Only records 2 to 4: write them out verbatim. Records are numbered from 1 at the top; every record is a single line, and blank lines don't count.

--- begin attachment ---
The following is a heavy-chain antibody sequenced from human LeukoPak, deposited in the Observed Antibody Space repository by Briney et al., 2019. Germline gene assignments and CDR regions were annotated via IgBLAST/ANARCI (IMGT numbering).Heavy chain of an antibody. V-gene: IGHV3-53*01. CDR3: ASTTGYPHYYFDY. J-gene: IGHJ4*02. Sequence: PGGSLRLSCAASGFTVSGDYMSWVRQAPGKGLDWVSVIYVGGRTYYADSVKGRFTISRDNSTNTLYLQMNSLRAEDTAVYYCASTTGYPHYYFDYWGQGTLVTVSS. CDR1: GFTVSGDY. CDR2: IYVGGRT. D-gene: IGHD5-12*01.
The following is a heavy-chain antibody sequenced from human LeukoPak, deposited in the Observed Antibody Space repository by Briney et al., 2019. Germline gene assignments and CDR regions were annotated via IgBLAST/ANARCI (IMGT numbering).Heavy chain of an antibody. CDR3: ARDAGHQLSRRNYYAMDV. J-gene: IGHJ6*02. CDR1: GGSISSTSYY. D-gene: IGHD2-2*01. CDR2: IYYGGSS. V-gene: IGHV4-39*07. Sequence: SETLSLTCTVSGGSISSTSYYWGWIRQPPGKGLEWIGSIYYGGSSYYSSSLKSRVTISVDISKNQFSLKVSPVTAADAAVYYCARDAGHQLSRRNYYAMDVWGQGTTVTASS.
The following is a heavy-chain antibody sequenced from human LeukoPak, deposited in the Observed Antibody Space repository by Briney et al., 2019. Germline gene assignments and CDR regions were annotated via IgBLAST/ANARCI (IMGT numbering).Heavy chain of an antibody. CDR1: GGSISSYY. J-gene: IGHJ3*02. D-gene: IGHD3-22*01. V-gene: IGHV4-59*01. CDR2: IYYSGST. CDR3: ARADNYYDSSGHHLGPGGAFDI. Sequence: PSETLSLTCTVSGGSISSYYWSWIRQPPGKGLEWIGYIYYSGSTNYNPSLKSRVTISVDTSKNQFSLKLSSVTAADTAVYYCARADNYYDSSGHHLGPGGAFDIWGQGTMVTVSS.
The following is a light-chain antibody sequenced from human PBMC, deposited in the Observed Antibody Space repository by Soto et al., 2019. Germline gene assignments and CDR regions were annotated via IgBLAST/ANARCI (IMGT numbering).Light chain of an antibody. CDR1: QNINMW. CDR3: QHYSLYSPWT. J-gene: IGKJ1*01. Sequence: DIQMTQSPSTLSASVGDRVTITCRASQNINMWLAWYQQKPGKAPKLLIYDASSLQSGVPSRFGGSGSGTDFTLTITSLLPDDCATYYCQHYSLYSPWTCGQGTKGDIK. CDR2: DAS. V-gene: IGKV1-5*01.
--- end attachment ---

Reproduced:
The following is a heavy-chain antibody sequenced from human LeukoPak, deposited in the Observed Antibody Space repository by Briney et al., 2019. Germline gene assignments and CDR regions were annotated via IgBLAST/ANARCI (IMGT numbering).Heavy chain of an antibody. CDR3: ARDAGHQLSRRNYYAMDV. J-gene: IGHJ6*02. CDR1: GGSISSTSYY. D-gene: IGHD2-2*01. CDR2: IYYGGSS. V-gene: IGHV4-39*07. Sequence: SETLSLTCTVSGGSISSTSYYWGWIRQPPGKGLEWIGSIYYGGSSYYSSSLKSRVTISVDISKNQFSLKVSPVTAADAAVYYCARDAGHQLSRRNYYAMDVWGQGTTVTASS.
The following is a heavy-chain antibody sequenced from human LeukoPak, deposited in the Observed Antibody Space repository by Briney et al., 2019. Germline gene assignments and CDR regions were annotated via IgBLAST/ANARCI (IMGT numbering).Heavy chain of an antibody. CDR1: GGSISSYY. J-gene: IGHJ3*02. D-gene: IGHD3-22*01. V-gene: IGHV4-59*01. CDR2: IYYSGST. CDR3: ARADNYYDSSGHHLGPGGAFDI. Sequence: PSETLSLTCTVSGGSISSYYWSWIRQPPGKGLEWIGYIYYSGSTNYNPSLKSRVTISVDTSKNQFSLKLSSVTAADTAVYYCARADNYYDSSGHHLGPGGAFDIWGQGTMVTVSS.
The following is a light-chain antibody sequenced from human PBMC, deposited in the Observed Antibody Space repository by Soto et al., 2019. Germline gene assignments and CDR regions were annotated via IgBLAST/ANARCI (IMGT numbering).Light chain of an antibody. CDR1: QNINMW. CDR3: QHYSLYSPWT. J-gene: IGKJ1*01. Sequence: DIQMTQSPSTLSASVGDRVTITCRASQNINMWLAWYQQKPGKAPKLLIYDASSLQSGVPSRFGGSGSGTDFTLTITSLLPDDCATYYCQHYSLYSPWTCGQGTKGDIK. CDR2: DAS. V-gene: IGKV1-5*01.